Will Obama remain aloof in Syria? Or will a liberal president once again accede to the cries of the hawks? His elevation of Rice and Power suggests the pressure will be on from within his own administration.
Jacob Heilbrunn, a senior editor at the National Interest, is the author of “They Knew They Were Right: The Rise of the Neocons.”
Show commenting policy
TribLive commenting policy
You are solely responsible for your comments and by using TribLive.com you agree to our Terms of Service.
We moderate comments. Our goal is to provide substantive commentary for a general readership. By screening submissions, we provide a space where readers can share intelligent and informed commentary that enhances the quality of our news and information.
While most comments will be posted if they are on-topic and not abusive, moderating decisions are subjective. We will make them as carefully and consistently as we can. Because of the volume of reader comments, we cannot review individual moderation decisions with readers.
We value thoughtful comments representing a range of views that make their point quickly and politely. We make an effort to protect discussions from repeated comments either by the same reader or different readers.
We follow the same standards for taste as the daily newspaper. A few things we won't tolerate: personal attacks, obscenity, vulgarity, profanity (including expletives and letters followed by dashes), commercial promotion, impersonations, incoherence, proselytizing and SHOUTING. Don't include URLs to Web sites.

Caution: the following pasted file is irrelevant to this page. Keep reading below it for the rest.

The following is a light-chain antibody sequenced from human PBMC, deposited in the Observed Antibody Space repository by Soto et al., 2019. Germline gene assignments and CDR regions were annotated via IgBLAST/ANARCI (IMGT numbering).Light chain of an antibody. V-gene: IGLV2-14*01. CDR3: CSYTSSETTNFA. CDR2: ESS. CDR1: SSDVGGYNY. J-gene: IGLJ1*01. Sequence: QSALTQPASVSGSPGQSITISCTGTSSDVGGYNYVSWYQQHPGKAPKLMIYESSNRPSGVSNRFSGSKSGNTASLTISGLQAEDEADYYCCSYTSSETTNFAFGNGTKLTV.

We do not edit comments. They are either approved or deleted. We reserve the right to edit a comment that is quoted or excerpted in an article. In this case, we may fix spelling and punctuation.
We welcome strong opinions and criticism of our work, but we don't want comments to become bogged down with discussions of our policies and we will moderate accordingly.
We appreciate it when readers and people quoted in articles or blog posts point out errors of fact or emphasis and will investigate all assertions. But these suggestions should be sent via e-mail. To avoid distracting other readers, we won't publish comments that suggest a correction. Instead, corrections will be made in a blog post or in an article.
- Pitt, WR Boyd look to break out against Virginia
- Rock Steelers Style, other fashion events team up for a good cause
- NFL notebook: Cardinals to stay in W.Va. ahead of Steelers game
- City Theatre opens season with another rich play from Conor McPherson
- Boutique offers healthful take on beauty
- First Draft: Sports superstitions can take fizz out of beer buying
- Marshals seek parole violator who walked away from Downtown treatment center
- Author visiting Pittsburgh shares atypical story of typical ‘Boston Girl’
- Steelers notebook: Starting DEs not leaving the field
- Fashion FYI: New book explores Harpar’s Bazaar photos, history
- A closer look at immigration